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Pop Quiz! How Much Do You Know About Pregnancy and Childbirth?

Test your bump IQ here—and be even better prepared for your baby’s arrival

True or False: First babies are often late. 

True. "The due dates women get from doctors are pretty arbitrary since tracking from the date of your last period isn’t an exact science, and there are limitations to what ultrasounds can tell us," says Kamilia Smith, M.D., an ob/gyn at Baylor University Medical Center in Dallas, Texas. "The majority of first-time moms will not go into spontaneous labor before their 41st week."

True or False: Second babies are more likely to be early.

True. After you’ve gone through one pregnancy and delivery, your pelvic muscles are looser so when the baby’s head starts pushing down, you may go into labor a little earlier, says Dr. Smith. Second- and third-time moms are more likely to deliver in the 39th week, though of course there are plenty of exceptions. "I felt lucky my second arrived a week late," says Ariel Devine, a mom of two from Germantown, Maryland. "During those days of waiting, I went to a tennis match with my dad and apple-picking with my husband and daughter—things I wouldn’t have been able to do with a new baby!"

True or False: When your water breaks, it’s always like Niagara Falls.

False. Though you can occasionally have a gusher when the sac holding amniotic fluid breaks, sometimes it’s just a trickle, and sometimes it doesn’t do a thing until the doctor helps it along. "When my water broke, I thought I was just wetting my pants a little," says Faith Singer, a mom of two from Middletown, Connecticut. "I wasn’t even sure what was going on until my doctor examined me and said, ‘Yep, you’re in labor!’"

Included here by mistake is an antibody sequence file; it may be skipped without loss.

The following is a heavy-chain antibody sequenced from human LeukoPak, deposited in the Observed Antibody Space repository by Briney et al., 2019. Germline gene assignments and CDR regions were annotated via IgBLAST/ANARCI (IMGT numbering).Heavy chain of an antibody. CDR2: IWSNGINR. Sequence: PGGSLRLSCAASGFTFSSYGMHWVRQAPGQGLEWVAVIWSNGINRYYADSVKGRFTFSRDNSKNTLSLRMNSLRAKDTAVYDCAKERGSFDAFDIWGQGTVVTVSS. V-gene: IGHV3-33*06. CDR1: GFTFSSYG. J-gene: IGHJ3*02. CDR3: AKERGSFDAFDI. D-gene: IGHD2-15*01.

True or False: The bigger your belly, the bigger the baby.

True…sometimes. One of the ways your doctor keeps track of your baby’s development is by measuring the growth of your belly at each checkup. "The size of the belly can tell us if the baby is too big or too small, or whether there is a problem with the amount of fluid," explains Dr. Smith.But a mom’s build can also affect the size of her bump: If you are tall and have well-toned muscles, your belly might appear smaller, whereas on a petite woman a belly can proportionally seem much bigger.

True or False: Once a C-section, always a C-section.

False. Because of the low, horizontal incisions doctors make today—which avoid the risk of a ruptured uterus during a later delivery—a vaginal birth after C-section (VBAC) is a safe option for many second-time moms. "If you needed a C-section because you failed to dilate the first time, then there is a higher chance you’ll need another C-section," says Dr. Smith. "But if you had a C-section because the baby was breech or his heart rate dropped, then you almost certainly can try for a vaginal delivery the next time."

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